Channel Marker

Nov 21 2008   2:16PM GMT

What ‘net new’ kemosabe?

badarrow Barbara Darrow Profile: badarrow

The dirty little secret of software, is the tectonic shift of the whole business from selling new licenses to selling upgrades. There just aren’t that many green field opportunities left.

“Well, duh,” you might say. “What’s the big deal?” For resellers or for solution providers who sell software licenses as part of their overall practice, the big deal is that most software vendors pay partners margin on “net new” sales or the elusive “customer adds.” But when it comes to the lucrative upgrade- and maintenance contracts partners are out of luck. See ya. Nice knowing ya. Don’t let the door hit you …..

Face it: Maintenance and upgrades are where the real dough is. If you don’t believe that, talk to the top brass at Oracle, who see those juicy contracts as their inalienable right and are most definitely not interested in sharing them. Many partners say that Oracle wasn’t really buying new products and technologies when it acquired PeopleSoft/JD Edwards, Siebel Systems, Oblix, insert-company-name-here as much as it was buying captive maintenance and upgrade revenue streams. Historically, the same argument could be made for Computer Associates, now known as CA. Computer Associates years ago was known as “the Borg” for its tendency to snap up small software companies and milk their maintenance revenue for all it was worth.

Microsoft, which some call the new borg,  hardly ever pays margin to partners on upgrades of its “classic” software.  Microsoft Business Solutions (MBS) pays 20% margin on ERP upgrades. Although don’t ask them because they won’t tell you.

The issue gets worse in the field. When a solution provider registers what he or she feels is a new deal, that often ends up the start of a negotiation. Many times vendor sales reps will mysteriously find that opportunity already in their own paperwork. Or maybe the new deal is a subsidiary or division of a bigger company that has some of the vendor’s software buried in its bowels. If that’s the case, the vendor rep will argue that it is not net new at all. And so it goes.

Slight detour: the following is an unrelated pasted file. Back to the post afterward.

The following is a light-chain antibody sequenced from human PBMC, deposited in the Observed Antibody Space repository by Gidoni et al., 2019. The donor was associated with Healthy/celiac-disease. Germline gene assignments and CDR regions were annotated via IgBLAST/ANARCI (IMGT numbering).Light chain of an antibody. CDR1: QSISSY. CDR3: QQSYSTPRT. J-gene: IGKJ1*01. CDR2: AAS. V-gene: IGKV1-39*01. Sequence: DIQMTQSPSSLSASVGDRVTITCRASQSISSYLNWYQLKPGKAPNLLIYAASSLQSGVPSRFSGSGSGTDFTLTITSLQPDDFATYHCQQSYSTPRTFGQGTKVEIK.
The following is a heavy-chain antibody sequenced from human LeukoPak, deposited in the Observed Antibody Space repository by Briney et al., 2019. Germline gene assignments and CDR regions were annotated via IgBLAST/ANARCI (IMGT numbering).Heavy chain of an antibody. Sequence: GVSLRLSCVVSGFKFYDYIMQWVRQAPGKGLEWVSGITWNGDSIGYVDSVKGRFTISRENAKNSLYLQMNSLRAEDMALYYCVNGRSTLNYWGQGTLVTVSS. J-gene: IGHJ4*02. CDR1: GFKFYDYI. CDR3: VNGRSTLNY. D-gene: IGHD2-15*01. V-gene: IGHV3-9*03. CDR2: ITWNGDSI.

There are some bright spots on the horizon. Solution providers say that NetApp is extremely enlightened in the way it handles –and shares–upgrade and maintenance revenue. Ditto Sun Microsystems. But in most of the software world, there is a pervasive direct-only upgrade-and-maintenance world view. Should Google ever start selling appreciable amounts of its SaaS goods, it doesn’t take a genius to know there won’t be a huge partner component there either.

So here’s the question: Is there enough “net new” out there to float a resellers boat going forward? Or is this just one more big chunk of evidence in the case that says the software reseller jig is up and it’s time to move on?

2  Comments on this Post

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  • Dan Blacharski
    I don't think the jig is up, but as I mentioned in my blog on ITWorld, VARs will be dancing to a different tune. Any business that resists change is doomed to failure. I cite the US auto industry as an example. Resistance to drastic change and a sense of entitlement to the public trough will eventually spell the demise of the US auto industry as a major force. But VARs will be more resilient than the auto industry, simply because they will be forced to change directions, and will survive the recession better than most.
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  • Patcolbert
    Clearly software vendors with commodity products, like Symantec and Microsoft, have a difficult time paying upgrade fees when they can automate that action and save the margin. Companies like Oracle and CA, however, require a tad more hand holding from partners each year to ensure that upgrades work with other applications/ or training on any enhancements that might be included. I think the price of the upgrade or renewal is probably relative to the work required to support it. I believe that Software resellers that don't add value may be out in the cold if there is no reason to pay them for supporting a product that has no upgrade enhancements. However, that being said, commodity vendors need to ensure that there is no hidden cost of support - like phone calls from the customer. Vendors also need to balance the higher sales cost of selling a commodity product to a new user. Can a reseller afford to be in that business? And, is the vendor paying enough? Those are some of my thoughts.
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